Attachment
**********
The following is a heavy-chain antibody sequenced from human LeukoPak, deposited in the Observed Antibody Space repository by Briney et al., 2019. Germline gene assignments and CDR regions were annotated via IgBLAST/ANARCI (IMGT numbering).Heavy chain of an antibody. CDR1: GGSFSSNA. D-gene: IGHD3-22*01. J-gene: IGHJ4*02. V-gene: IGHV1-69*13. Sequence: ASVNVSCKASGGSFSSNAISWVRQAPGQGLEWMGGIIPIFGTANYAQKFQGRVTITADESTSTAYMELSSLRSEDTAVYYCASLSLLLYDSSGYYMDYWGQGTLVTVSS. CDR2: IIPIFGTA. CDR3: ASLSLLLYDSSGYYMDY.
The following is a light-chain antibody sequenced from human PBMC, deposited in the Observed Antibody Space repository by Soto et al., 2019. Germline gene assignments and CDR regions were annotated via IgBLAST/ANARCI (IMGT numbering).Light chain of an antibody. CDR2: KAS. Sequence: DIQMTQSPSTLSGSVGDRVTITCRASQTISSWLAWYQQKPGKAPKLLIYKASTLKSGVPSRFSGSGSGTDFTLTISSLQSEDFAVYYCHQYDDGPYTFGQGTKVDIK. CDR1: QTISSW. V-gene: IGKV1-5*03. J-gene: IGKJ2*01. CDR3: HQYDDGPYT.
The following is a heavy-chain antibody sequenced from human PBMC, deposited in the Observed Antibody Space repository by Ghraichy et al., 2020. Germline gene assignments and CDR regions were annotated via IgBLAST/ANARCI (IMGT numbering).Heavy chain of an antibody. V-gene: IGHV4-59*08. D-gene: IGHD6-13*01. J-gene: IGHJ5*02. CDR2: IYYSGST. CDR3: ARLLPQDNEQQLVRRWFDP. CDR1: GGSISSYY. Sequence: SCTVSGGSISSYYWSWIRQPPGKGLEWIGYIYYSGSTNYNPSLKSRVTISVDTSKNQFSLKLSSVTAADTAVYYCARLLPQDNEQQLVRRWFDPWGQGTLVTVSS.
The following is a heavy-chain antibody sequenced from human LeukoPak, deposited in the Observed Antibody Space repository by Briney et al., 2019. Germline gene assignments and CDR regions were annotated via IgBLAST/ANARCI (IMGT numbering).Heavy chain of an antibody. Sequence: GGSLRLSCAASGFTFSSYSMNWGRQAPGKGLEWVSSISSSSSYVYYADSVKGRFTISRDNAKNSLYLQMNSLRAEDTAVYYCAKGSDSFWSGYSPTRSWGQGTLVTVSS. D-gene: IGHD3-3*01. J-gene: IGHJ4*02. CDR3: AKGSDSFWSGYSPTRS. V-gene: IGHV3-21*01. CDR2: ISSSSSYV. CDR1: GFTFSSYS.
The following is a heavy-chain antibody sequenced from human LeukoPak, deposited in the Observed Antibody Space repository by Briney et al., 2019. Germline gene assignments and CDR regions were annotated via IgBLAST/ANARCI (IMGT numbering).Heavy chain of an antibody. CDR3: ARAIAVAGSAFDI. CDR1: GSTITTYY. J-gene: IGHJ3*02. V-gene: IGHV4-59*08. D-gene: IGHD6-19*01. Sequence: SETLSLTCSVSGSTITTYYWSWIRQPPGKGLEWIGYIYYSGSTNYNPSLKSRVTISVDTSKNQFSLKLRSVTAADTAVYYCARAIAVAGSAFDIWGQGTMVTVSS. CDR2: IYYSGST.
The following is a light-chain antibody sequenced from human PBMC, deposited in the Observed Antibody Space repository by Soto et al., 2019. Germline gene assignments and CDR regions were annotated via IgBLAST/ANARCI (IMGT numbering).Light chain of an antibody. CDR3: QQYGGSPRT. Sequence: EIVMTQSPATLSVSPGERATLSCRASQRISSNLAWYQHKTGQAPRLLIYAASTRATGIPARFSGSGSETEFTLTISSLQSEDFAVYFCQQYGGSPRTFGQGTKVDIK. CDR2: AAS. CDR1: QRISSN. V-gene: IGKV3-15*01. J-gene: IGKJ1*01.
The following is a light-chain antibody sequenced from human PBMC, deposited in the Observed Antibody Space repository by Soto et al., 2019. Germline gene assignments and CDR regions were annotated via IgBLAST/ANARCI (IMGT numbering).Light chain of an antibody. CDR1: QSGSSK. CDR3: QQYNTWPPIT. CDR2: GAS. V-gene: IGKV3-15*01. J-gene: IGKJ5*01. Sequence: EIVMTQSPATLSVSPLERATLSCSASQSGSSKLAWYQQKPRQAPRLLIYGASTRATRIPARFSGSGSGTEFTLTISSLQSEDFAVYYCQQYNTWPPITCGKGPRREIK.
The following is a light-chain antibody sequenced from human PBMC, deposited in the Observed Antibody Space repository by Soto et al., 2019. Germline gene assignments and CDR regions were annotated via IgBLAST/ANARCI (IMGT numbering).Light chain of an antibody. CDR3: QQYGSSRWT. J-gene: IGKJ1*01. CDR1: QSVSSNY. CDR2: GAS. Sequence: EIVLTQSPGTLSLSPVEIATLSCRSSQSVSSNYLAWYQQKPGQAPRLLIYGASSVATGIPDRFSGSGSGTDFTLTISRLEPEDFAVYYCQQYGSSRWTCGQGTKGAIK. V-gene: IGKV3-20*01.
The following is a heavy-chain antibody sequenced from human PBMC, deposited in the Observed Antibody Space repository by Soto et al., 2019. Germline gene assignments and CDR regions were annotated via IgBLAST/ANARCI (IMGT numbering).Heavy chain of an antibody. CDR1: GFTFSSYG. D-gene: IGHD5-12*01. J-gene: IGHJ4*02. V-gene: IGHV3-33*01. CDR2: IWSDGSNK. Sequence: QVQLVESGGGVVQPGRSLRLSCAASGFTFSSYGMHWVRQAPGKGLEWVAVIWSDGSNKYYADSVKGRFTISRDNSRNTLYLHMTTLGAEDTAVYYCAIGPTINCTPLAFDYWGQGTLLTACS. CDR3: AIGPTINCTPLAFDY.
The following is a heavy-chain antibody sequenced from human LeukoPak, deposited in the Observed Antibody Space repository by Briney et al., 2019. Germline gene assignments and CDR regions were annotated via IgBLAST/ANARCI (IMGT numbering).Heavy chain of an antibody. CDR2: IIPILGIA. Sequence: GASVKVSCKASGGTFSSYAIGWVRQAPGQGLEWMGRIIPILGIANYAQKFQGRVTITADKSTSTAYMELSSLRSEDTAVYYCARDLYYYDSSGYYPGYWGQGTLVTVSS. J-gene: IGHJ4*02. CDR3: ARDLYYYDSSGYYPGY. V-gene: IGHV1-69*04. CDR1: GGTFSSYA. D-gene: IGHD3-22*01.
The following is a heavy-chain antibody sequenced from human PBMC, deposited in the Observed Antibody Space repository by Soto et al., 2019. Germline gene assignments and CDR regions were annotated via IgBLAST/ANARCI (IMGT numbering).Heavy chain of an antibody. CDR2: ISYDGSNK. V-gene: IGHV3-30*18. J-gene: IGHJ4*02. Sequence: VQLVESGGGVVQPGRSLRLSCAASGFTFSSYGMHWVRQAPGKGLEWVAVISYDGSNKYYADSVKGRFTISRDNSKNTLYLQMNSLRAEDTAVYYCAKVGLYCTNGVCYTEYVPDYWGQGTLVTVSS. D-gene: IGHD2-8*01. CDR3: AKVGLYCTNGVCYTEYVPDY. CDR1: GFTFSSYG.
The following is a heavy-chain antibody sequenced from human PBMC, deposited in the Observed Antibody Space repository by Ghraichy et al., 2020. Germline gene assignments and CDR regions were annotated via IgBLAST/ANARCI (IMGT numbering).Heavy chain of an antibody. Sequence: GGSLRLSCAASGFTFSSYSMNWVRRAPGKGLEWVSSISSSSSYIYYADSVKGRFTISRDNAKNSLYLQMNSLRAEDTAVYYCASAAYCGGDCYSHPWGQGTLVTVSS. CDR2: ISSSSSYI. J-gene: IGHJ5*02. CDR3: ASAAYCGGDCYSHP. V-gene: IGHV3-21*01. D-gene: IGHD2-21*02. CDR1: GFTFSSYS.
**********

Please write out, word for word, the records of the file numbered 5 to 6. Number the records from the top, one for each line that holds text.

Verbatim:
The following is a heavy-chain antibody sequenced from human LeukoPak, deposited in the Observed Antibody Space repository by Briney et al., 2019. Germline gene assignments and CDR regions were annotated via IgBLAST/ANARCI (IMGT numbering).Heavy chain of an antibody. CDR3: ARAIAVAGSAFDI. CDR1: GSTITTYY. J-gene: IGHJ3*02. V-gene: IGHV4-59*08. D-gene: IGHD6-19*01. Sequence: SETLSLTCSVSGSTITTYYWSWIRQPPGKGLEWIGYIYYSGSTNYNPSLKSRVTISVDTSKNQFSLKLRSVTAADTAVYYCARAIAVAGSAFDIWGQGTMVTVSS. CDR2: IYYSGST.
The following is a light-chain antibody sequenced from human PBMC, deposited in the Observed Antibody Space repository by Soto et al., 2019. Germline gene assignments and CDR regions were annotated via IgBLAST/ANARCI (IMGT numbering).Light chain of an antibody. CDR3: QQYGGSPRT. Sequence: EIVMTQSPATLSVSPGERATLSCRASQRISSNLAWYQHKTGQAPRLLIYAASTRATGIPARFSGSGSETEFTLTISSLQSEDFAVYFCQQYGGSPRTFGQGTKVDIK. CDR2: AAS. CDR1: QRISSN. V-gene: IGKV3-15*01. J-gene: IGKJ1*01.